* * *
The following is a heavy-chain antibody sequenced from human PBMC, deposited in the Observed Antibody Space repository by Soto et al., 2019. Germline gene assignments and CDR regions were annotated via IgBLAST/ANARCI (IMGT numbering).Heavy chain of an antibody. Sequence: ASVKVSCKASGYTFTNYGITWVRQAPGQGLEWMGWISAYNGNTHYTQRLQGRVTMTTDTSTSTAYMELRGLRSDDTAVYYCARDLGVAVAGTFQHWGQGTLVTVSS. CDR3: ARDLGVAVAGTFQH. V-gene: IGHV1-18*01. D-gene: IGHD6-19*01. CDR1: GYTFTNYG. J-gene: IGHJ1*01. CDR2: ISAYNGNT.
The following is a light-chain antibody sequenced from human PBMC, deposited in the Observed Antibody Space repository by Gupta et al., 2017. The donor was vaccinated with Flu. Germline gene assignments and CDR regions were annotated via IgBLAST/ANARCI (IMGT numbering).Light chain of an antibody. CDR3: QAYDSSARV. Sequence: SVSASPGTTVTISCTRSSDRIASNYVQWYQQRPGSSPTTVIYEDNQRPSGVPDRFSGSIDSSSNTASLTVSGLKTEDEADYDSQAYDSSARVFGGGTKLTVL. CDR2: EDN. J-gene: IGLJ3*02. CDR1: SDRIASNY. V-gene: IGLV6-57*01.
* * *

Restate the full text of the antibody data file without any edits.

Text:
The following is a heavy-chain antibody sequenced from human PBMC, deposited in the Observed Antibody Space repository by Soto et al., 2019. Germline gene assignments and CDR regions were annotated via IgBLAST/ANARCI (IMGT numbering).Heavy chain of an antibody. Sequence: ASVKVSCKASGYTFTNYGITWVRQAPGQGLEWMGWISAYNGNTHYTQRLQGRVTMTTDTSTSTAYMELRGLRSDDTAVYYCARDLGVAVAGTFQHWGQGTLVTVSS. CDR3: ARDLGVAVAGTFQH. V-gene: IGHV1-18*01. D-gene: IGHD6-19*01. CDR1: GYTFTNYG. J-gene: IGHJ1*01. CDR2: ISAYNGNT.
The following is a light-chain antibody sequenced from human PBMC, deposited in the Observed Antibody Space repository by Gupta et al., 2017. The donor was vaccinated with Flu. Germline gene assignments and CDR regions were annotated via IgBLAST/ANARCI (IMGT numbering).Light chain of an antibody. CDR3: QAYDSSARV. Sequence: SVSASPGTTVTISCTRSSDRIASNYVQWYQQRPGSSPTTVIYEDNQRPSGVPDRFSGSIDSSSNTASLTVSGLKTEDEADYDSQAYDSSARVFGGGTKLTVL. CDR2: EDN. J-gene: IGLJ3*02. CDR1: SDRIASNY. V-gene: IGLV6-57*01.